I love to feel on the very edge of literary news; love knowing about good books fresh off the presses and tracking my favourite authors’ most recent publications. It’s also an important part of writing a good book club blog.
But looking back matters too.
A reader’s life follows two tracks. One is linear and driven by time, which marches in one direction.
The other hops and skips back and forth through history—which is written time—and follows no chronology at all. That’s a readers’ book list. I can sit down one day and read Greek drama— say, Aeschylus’ Oresteia—and then, the next day, pick up Lawrence Hill’s The Illegal, which is just a few months old, and be none the worse for wear.
If all of this sounds a bit meditative, it’s because I’ve just read Einstein’s Dreams, by Alan Lightman, published in 1993.
Writer and blogger Maria Popova describes Lightman this way:
« A physicist and a novelist, and MIT’s first professor with dual appointments in science and the humanities, he is one of those rare intellectual amphibians who inhabit the worlds of art and science with equal grace. »
I’m fascinated by the Alan Lightmans of the world: beautiful, enlightened minds that seem able to move in directions and dimensions that escape most of us, crossing over from science to the arts or humanities as though it were the easiest thing in the world, and building bridges for us along the way.
But this is just the short list.
And of course, there’s Albert Einstein.
And yet, simultaneously, such thinkers and feelers still seem few and far between.
Maybe it’s simply that they’re so busy experiencing and asking questions about the wonder of life that only a small minority of them take the time to encode thoughts and feelings that are as mathematical as they are emotional and linguistic.
I’m so happy that Alan Lightman has.
Einstein’s Dreams is his first novel, though I’m not sure that’s the the best way to describe this small (140 page), singular piece of fiction.
Lightman imagined a series of dreams—thirty in all—that might have haunted the nights in 1905 that Einstein spent working on his theory of special relativity in the patent office in Bern, Switzerland, where he also worked by day.
Recounted in three to four pages, each dream imagines a world in which the value or working of time is different.
Some of the dreams incorporate the actual consequences of special relativity, while others simply ask difficult, beautiful, puzzling or impossible questions, leaving it to the reader to decide whether Lightman’s treatment of them is satisfactory or even exquisite.
In one dream, time moves more slowly the farther people and objects are from the center of earth. In such a world, those eager to stay young live as far—meaning as high—as they can. Some go to the extreme of building mountain top homes on stilts. Elevation comes to literally embody social hierarchy and the few look down on the many.
But to others, the value of a few hours, a few more days, matters less than going down to the forests, valleys and lakes. Eventually, no one can remember why they began living this way and yet still, they persist and their children follow…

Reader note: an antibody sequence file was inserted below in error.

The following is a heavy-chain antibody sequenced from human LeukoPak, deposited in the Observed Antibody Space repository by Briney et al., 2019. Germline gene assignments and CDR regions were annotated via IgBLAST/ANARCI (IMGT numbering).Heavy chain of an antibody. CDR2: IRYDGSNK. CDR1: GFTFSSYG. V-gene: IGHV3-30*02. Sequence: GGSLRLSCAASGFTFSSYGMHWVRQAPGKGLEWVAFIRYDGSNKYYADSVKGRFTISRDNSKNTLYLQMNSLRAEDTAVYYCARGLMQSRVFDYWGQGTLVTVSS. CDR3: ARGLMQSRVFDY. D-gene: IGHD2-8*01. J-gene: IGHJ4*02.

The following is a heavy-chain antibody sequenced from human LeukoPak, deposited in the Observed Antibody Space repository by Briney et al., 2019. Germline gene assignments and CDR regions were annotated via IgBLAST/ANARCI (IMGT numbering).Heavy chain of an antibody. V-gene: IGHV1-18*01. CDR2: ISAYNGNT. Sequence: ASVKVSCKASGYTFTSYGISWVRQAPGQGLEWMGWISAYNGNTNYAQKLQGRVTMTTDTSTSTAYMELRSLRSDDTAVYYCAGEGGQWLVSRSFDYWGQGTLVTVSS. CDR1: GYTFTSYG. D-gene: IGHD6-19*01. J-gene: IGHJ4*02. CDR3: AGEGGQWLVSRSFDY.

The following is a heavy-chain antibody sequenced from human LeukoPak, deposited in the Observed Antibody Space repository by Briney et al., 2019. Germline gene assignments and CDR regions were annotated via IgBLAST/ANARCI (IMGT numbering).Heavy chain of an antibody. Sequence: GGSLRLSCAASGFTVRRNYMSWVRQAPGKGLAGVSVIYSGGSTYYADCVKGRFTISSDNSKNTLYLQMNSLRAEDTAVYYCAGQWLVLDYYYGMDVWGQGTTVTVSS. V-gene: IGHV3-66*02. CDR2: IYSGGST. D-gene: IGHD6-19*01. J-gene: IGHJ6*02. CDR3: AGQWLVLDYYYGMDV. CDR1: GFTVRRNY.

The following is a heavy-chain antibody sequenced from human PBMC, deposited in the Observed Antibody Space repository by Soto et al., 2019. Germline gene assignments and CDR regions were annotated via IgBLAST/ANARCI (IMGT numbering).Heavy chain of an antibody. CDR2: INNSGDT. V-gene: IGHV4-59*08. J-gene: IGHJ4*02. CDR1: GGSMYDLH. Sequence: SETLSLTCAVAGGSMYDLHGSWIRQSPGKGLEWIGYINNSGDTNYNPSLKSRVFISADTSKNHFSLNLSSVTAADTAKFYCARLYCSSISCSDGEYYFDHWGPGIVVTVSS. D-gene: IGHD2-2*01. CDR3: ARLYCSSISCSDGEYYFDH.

Another dream—one that stayed with me for a while—begins with this phrase: « The world will end on 26 September 1907. »
Time running out.
What would that mean? What could Einstein’s subconscious imagine? I thought of the sense of despair that might invade human societies and of more personal, spiritual things too.
But Einstein, instead, dreams of a last period of freedom, of letting go and of joy. When time is so clearly finite, values change utterly. In the last year, schools close. In the last month, businesses. Lightman writes: « A liberation fills the air.». As everyone shares the same fate, there’s nothing left to fear. Einstein dreams of the last minute. It is quiet. Heartbeats can be heard. No one speaks.
In another dream, people live forever. Some, the Laters, knowing that they have all the time in the world, live in a chronic state of postponement. The others, the Nows, believe that they can do all that they imagine and so do, do, do. But, in the dream, with infinite life comes an infinite list of relatives. Children never escape from the shadows of their forebears. Lightman writes: «No one ever comes into his own.»
For me, this was an unexpected turn. Many dreams are like this.
Suppose that time is a quality and not a quantity. Suppose it is flows like a river, occasionally disrupted. Suppose time is a circle, bending back on itself, the world repeating itself precisely and endlessly. What if there is no future? What if there is no past?
There are as many redefinitions of time as there are dreams.
Because every dream is like a window opening onto an unexpected space-time reality, Lightman’s book feels like anything but a novel. There is more of Lewis Carroll than there is of Charles Dickens in his book.
Lightman’s prose is serious, precise, elegant and beautifully poetic, and the book allows itself to be read one small bite at a time. I tried to do that, and couldn’t help reading at least 5 or 6 dreams at a sitting, which limited my pondering.
Still, I didn’t waste a second of my time.
“Here we are, trapped in the amber of the moment. There is no why.”
― Kurt Vonnegut
I. The effect Einstein’s Dreams had on me reminded me of the way I felt after several wondrous cinematic experiences. Here are some of the movies that also examine human interaction with time in original ways:
and Dark City
II. Here are all of the Lightman titles in the Library’s collection:
Works of fiction:
- Ancient Light : our changing view of the universe (1991)
- The Discoveries : Great Breakthroughs in 20th century Science (2005)
- A Sense of the Mysterious : Science and the Human Spirit (2005)
III. Alan Lightman’s complete bibliography: